The largest U.S. public pension fund is taking a tougher line over executive compensation.
The California Public Employees’ Retirement System voted against pay programs this year at 43 percent of the 2,145 U.S. public firms it owns stakes in, up from 18 percent in 2017, the system said.
One reason is closer scrutiny, said Simiso Nzima, investment director for corporate governance. In past years some firms may have received a passing grade despite a degree of misalignment between pay and company results, he said.
“Over one, two or three years, performance might look good, but over 10 years, the relationship sometimes just isn’t there,” Nzima said by phone. “We are not against management getting paid” as long as shareholders see long-term returns.
Among the companies receiving “Against” votes were Weight Watchers International Inc., which awarded Chief Executive Officer Mindy Grossman $33.4 million in her first year on the job, and Tesla Inc. after it proposed a stock-option grant to CEO Elon Musk that could yield him billions if the firm multiplies in size.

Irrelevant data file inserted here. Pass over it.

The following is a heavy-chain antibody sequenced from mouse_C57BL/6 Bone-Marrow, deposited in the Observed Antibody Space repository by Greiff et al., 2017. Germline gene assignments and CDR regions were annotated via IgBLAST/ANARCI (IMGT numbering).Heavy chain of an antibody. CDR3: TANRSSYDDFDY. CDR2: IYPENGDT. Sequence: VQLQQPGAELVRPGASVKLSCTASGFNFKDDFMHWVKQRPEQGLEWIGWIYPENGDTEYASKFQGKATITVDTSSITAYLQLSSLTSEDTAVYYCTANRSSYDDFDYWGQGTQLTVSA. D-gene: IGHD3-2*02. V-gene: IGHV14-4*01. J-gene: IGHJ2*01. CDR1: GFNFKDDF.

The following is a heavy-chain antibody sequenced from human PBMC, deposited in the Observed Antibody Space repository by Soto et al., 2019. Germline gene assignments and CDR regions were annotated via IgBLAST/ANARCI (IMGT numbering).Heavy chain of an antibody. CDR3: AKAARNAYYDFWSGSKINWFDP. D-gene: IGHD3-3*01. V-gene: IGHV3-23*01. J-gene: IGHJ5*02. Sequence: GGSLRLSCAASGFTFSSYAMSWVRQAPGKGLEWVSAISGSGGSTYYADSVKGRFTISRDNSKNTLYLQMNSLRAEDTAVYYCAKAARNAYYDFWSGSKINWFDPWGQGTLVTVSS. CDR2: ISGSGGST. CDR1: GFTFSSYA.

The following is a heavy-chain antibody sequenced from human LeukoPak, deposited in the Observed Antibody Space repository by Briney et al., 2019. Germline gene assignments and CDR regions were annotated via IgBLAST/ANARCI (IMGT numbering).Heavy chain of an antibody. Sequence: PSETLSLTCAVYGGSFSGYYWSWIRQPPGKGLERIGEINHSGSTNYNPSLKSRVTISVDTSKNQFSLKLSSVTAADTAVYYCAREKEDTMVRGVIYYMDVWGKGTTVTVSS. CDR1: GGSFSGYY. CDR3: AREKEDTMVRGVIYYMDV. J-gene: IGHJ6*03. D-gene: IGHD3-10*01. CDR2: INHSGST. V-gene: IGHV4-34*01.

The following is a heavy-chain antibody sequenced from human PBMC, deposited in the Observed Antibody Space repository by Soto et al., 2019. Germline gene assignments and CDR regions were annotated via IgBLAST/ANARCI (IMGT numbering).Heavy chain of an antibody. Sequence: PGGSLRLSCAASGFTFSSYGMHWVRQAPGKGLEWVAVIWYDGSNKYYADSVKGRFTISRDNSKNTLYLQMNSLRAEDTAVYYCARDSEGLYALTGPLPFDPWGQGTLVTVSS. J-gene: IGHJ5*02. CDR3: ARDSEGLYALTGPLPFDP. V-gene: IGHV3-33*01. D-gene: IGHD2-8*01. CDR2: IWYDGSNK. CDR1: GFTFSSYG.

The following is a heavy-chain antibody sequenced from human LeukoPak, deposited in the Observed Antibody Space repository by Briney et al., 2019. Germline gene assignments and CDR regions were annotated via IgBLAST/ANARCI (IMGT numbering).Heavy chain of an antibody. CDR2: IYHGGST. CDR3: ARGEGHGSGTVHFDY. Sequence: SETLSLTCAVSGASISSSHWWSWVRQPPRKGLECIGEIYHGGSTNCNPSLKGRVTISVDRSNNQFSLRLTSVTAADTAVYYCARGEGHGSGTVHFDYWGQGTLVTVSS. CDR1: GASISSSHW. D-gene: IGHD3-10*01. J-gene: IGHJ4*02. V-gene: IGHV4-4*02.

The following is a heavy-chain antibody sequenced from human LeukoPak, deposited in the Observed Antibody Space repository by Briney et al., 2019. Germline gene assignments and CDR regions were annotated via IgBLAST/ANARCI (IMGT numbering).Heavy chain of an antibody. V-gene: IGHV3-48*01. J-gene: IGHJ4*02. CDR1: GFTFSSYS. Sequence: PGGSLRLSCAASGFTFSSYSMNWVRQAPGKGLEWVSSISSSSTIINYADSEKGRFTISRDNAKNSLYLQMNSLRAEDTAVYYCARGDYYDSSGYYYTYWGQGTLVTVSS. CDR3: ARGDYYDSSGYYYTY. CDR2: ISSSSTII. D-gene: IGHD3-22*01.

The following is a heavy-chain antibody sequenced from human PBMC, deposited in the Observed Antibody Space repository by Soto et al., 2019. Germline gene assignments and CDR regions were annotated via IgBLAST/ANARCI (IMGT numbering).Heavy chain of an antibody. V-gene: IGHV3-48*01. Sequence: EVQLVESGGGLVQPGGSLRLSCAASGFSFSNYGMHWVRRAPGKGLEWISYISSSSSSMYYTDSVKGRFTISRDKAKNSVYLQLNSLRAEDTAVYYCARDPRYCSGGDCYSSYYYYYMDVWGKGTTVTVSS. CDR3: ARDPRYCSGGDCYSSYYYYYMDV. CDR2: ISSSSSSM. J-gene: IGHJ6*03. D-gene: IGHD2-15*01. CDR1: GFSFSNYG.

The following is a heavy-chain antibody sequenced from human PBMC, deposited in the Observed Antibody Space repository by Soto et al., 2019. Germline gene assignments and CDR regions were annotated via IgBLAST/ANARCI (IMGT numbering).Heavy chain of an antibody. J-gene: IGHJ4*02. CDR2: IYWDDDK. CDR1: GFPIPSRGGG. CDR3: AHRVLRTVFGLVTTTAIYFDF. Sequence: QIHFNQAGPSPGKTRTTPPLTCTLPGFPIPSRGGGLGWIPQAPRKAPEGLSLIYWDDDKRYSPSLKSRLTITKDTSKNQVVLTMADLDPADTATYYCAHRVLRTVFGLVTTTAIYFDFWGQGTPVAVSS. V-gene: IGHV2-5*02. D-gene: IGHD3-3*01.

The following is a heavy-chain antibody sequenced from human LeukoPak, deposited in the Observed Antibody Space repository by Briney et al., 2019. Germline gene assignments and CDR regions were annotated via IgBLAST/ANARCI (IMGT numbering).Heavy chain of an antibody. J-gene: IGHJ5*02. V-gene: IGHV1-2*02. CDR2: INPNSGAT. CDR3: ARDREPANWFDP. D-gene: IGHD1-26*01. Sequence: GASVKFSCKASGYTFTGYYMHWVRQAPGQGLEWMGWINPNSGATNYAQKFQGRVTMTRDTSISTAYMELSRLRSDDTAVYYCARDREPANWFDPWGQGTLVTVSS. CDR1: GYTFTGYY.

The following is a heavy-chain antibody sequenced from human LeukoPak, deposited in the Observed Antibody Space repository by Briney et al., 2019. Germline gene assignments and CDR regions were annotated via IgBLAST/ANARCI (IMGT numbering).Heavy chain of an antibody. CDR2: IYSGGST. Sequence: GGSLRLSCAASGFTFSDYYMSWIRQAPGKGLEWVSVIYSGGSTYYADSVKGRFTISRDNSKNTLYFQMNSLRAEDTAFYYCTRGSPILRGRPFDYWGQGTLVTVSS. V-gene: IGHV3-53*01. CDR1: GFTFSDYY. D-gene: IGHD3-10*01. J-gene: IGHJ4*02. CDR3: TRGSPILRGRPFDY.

While shareholder votes on compensation plans are merely advisory, poor outcomes can be a blemish for directors concerned with their reputation, and help fuel activist campaigns. Most U.S. firms routinely get more than 90 percent support.
Calpers, which for years has talked with companies about topics it considers important, also voted against 438 directors at 141 companies where engagements centering on a lack of diversity among board members “did not result in constructive outcomes.”
In June, the system amended its governance principles to emphasize the board’s responsibility to disclose efforts to prevent harassment and any settlements involving executives or directors, and develop policies to claw back compensation if such misconduct occurs.
Calpers, based in Sacramento, has about $350 billion under management and serves 1.9 million public employees, retirees and their families.
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